Thursday, November 16, 2006

IF TIME SAYS SO, IT MUST BE TRUE...... SNURK

So apparently Time have issued a list of the most significant SF/F novels from 1953 to 2006. Uh huh. Because Time are definitely who I choose to stream the cultural definers of my lifetime through....

I can't say for sure that it's the whole list, or what the criteria for choosing them was, because I've only seen this list on other people LJs. As one poster noted: a list with Brooks but no Leiber fails.

Still, to add to the fun, people have memed it: the idea is to bold the ones you have read, strike through the ones you read and hated, italicize those you started but never finished and put a star next to the ones you love. I might just do the first three, methinks. Read them yourselves, and find out whether you love them. That's much more rewarding than taking my word for it. Do this thing, and I shall link to two comics at the end of this post to reward you.

1. The Lord of the Rings, J.R.R. Tolkien
2. The Foundation Trilogy, Isaac Asimov
3. Dune, Frank Herbert
4. Stranger in a Strange Land, Robert A. Heinlein
5. A Wizard of Earthsea, Ursula K. Le Guin
6. Neuromancer, William Gibson
7. Childhood's End, Arthur C. Clarke
8. Do Androids Dream of Electric Sheep?, Philip K. Dick
9. The Mists of Avalon, Marion Zimmer Bradley
10. Fahrenheit 451, Ray Bradbury
11. The Book of the New Sun, Gene Wolfe
12. A Canticle for Leibowitz, Walter M. Miller, Jr.
13. The Caves of Steel, Isaac Asimov
14. Children of the Atom, Wilmar Shiras
15. Cities in Flight, James Blish
16. The Colour of Magic, Terry Pratchett
17. Dangerous Visions, edited by Harlan Ellison
18. Deathbird Stories, Harlan Ellison
19. The Demolished Man, Alfred Bester
20. Dhalgren, Samuel R. Delany
21. Dragonflight, Anne McCaffrey

22. Ender's Game, Orson Scott Card
23. The First Chronicles of Thomas Covenant the Unbeliever, Stephen R. Donaldson
24. The Forever War, Joe Haldeman
25. Gateway, Frederik Pohl
26. Harry Potter and the Philosopher's Stone, J.K. Rowling

27. The Hitchhiker's Guide to the Galaxy, Douglas Adams
28. I Am Legend, Richard Matheson
29. Interview with the Vampire, Anne Rice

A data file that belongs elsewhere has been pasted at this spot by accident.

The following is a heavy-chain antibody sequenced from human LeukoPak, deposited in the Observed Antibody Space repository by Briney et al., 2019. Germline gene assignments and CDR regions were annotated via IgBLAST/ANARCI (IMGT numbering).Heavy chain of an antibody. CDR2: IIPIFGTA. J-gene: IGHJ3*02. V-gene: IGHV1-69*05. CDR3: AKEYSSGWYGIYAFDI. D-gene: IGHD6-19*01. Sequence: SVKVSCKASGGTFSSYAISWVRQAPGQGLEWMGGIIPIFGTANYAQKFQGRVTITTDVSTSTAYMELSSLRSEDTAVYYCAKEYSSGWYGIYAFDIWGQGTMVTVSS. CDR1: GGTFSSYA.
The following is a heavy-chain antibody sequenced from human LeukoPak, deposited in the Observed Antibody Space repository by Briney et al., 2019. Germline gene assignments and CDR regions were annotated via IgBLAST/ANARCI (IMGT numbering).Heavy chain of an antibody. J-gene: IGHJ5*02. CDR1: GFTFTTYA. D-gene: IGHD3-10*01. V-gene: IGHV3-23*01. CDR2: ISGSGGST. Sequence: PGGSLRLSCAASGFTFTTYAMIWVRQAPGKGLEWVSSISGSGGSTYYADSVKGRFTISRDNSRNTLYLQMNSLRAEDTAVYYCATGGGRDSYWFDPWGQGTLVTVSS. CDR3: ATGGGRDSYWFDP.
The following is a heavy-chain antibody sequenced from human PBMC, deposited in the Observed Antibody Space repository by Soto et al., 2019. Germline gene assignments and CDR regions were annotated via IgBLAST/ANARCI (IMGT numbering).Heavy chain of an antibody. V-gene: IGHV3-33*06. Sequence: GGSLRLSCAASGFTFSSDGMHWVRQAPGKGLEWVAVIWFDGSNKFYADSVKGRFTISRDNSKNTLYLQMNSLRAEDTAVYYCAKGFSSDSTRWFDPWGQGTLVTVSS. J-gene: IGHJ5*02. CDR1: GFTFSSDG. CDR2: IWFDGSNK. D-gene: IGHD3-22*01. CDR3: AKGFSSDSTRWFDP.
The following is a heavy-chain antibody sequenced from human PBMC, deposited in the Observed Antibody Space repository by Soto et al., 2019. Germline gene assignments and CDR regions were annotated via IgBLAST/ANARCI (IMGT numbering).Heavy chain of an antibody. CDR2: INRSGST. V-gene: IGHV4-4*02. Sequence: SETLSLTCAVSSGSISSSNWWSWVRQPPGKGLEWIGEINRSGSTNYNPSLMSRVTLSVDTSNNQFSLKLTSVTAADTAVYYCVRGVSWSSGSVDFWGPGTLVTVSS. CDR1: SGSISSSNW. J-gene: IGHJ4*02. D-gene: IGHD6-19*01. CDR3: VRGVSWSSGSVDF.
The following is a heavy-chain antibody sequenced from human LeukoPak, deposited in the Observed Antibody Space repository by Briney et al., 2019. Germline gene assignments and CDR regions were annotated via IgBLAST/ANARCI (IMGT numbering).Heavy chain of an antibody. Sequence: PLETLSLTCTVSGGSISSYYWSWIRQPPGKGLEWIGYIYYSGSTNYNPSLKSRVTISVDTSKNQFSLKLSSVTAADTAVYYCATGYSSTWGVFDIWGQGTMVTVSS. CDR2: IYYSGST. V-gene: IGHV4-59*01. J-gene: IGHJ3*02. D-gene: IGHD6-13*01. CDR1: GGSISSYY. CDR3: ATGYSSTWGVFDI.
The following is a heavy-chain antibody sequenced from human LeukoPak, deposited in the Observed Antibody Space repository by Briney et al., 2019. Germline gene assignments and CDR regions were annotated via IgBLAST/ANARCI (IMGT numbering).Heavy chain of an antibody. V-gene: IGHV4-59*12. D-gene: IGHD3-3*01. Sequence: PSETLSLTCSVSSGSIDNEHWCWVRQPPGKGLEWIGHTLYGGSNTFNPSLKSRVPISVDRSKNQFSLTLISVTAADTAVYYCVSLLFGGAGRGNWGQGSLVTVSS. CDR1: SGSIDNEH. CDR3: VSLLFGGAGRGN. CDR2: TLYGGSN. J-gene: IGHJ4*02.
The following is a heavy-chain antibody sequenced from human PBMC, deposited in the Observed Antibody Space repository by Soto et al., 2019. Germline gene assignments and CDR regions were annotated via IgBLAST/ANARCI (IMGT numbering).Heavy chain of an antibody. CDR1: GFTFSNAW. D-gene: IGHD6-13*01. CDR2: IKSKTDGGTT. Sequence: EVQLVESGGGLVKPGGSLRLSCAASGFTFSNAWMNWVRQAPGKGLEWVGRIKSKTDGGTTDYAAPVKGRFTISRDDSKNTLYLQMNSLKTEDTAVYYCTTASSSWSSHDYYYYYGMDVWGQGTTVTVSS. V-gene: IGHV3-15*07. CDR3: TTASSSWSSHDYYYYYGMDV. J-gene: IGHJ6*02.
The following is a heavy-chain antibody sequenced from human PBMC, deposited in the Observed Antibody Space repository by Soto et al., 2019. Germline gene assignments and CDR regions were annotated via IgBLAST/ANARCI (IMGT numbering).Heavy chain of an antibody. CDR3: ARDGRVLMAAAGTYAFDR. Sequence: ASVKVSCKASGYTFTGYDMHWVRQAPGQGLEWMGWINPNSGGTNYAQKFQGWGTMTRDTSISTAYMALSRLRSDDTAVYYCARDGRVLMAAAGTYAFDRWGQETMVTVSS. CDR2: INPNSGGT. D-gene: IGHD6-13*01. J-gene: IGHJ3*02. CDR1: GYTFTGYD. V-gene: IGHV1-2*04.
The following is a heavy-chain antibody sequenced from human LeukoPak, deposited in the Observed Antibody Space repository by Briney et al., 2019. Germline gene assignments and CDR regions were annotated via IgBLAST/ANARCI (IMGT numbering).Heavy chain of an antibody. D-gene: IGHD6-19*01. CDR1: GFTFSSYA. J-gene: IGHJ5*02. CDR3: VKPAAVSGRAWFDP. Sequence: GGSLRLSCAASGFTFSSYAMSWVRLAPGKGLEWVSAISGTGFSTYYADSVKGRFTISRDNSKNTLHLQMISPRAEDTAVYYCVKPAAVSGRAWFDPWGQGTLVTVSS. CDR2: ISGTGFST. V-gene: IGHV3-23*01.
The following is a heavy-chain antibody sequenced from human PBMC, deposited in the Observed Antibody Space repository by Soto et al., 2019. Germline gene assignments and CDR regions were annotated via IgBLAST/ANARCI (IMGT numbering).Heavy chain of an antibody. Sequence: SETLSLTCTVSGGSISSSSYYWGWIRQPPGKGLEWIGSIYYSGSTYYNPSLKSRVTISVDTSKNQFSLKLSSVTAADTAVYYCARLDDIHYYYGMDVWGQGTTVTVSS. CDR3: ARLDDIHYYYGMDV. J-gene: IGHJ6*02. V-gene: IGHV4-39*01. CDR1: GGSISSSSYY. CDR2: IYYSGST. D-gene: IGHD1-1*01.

30. The Left Hand of Darkness, Ursula K. Le Guin
31. Little, Big, John Crowley
32. Lord of Light, Roger Zelazny
33. The Man in the High Castle, Philip K. Dick
34. Mission of Gravity, Hal Clement
35. More Than Human, Theodore Sturgeon
36. The Rediscovery of Man, Cordwainer Smith
37. On the Beach, Nevil Shute
38. Rendezvous with Rama, Arthur C. Clarke
39. Ringworld, Larry Niven
40. Rogue Moon, Algis Budrys
41. The Silmarillion, J.R.R. Tolkien
42. Slaughterhouse-5, Kurt Vonnegut
43. Snow Crash, Neal Stephenson
44. Stand on Zanzibar, John Brunner
45. The Stars My Destination, Alfred Bester
46. Starship Trooper, Robert A. Heinlein
47. Stormbringer, Michael Moorcock
48. The Sword of Shannara, Terry Brooks

49. Timescape, Gregory Benford
50. To Your Scattered Bodies Go, Philip Jose Farmer


Now, because you've all been so patient, the links I promised:

The way they should have filmed The Postman

He can duplicate Dudes!

4 comments:

Dave Cake said...

As I said when I posted the list, the Brooks (and Donalson) are 'significant', just not in a good way.

The Sword of Shannara was the book that first showed that poorly written, unimaginitive Tolkien rip-off could sell really well. That was turned out to be significant....

Lee Battersby said...

Point taken.

I'm no big fan of definitive lists, it must be said, but realising how many of those novels I have actuially read was a minor surprise.

Realising how many I read more than a decade ago, before my tastes began to become increasingly obscure, was also a minor surprise :)

Simon Haynes said...

I'm surprised you haven't finished the Foundation trilogy, and I'm not game to list the books on that list I've read/not read. I honestly don't remember... I mean, I've got 1200+ SF books in the house and that probably includes many of those listed, but to go and check the blurbs on 50 books to see whether I read them? Nope ;-)

Lee Battersby said...

I'm probably offending some SF god or other, but the Foundation books are terrible.

I have a fairly photographic memory on whether I've read a particular book or not, and whether I've owned it or not. We currently own 8 or 900 books, notwithstanding the hundreds I've read and then passed on over the years, and I might not be able to tell you where it is, (and sometimes, what events happen in them), but I'm usually spot on as to whether we have it and what my sense-memory of it was like.

Besides, it's not like the books on the list (except for the Crowley, which I'd never heard of, which was a surprise) are exactly obscure....